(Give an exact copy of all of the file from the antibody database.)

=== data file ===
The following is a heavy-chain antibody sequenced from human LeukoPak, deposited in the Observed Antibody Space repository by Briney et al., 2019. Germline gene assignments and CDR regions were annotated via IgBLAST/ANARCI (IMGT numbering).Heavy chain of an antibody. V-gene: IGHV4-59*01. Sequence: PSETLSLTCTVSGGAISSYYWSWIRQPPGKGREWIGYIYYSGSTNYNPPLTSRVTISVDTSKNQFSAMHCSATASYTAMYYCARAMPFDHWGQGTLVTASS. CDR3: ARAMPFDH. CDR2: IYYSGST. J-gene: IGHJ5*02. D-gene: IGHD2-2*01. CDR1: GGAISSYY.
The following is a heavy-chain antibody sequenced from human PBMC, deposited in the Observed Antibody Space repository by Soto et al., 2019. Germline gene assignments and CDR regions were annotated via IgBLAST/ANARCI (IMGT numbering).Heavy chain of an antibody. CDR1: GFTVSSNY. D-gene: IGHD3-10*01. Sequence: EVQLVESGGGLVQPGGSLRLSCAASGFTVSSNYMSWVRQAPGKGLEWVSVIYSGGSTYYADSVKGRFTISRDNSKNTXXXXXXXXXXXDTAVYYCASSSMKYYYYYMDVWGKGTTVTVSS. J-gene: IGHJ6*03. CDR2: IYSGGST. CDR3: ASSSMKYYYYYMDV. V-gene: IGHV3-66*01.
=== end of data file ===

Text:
The following is a heavy-chain antibody sequenced from human LeukoPak, deposited in the Observed Antibody Space repository by Briney et al., 2019. Germline gene assignments and CDR regions were annotated via IgBLAST/ANARCI (IMGT numbering).Heavy chain of an antibody. V-gene: IGHV4-59*01. Sequence: PSETLSLTCTVSGGAISSYYWSWIRQPPGKGREWIGYIYYSGSTNYNPPLTSRVTISVDTSKNQFSAMHCSATASYTAMYYCARAMPFDHWGQGTLVTASS. CDR3: ARAMPFDH. CDR2: IYYSGST. J-gene: IGHJ5*02. D-gene: IGHD2-2*01. CDR1: GGAISSYY.
The following is a heavy-chain antibody sequenced from human PBMC, deposited in the Observed Antibody Space repository by Soto et al., 2019. Germline gene assignments and CDR regions were annotated via IgBLAST/ANARCI (IMGT numbering).Heavy chain of an antibody. CDR1: GFTVSSNY. D-gene: IGHD3-10*01. Sequence: EVQLVESGGGLVQPGGSLRLSCAASGFTVSSNYMSWVRQAPGKGLEWVSVIYSGGSTYYADSVKGRFTISRDNSKNTXXXXXXXXXXXDTAVYYCASSSMKYYYYYMDVWGKGTTVTVSS. J-gene: IGHJ6*03. CDR2: IYSGGST. CDR3: ASSSMKYYYYYMDV. V-gene: IGHV3-66*01.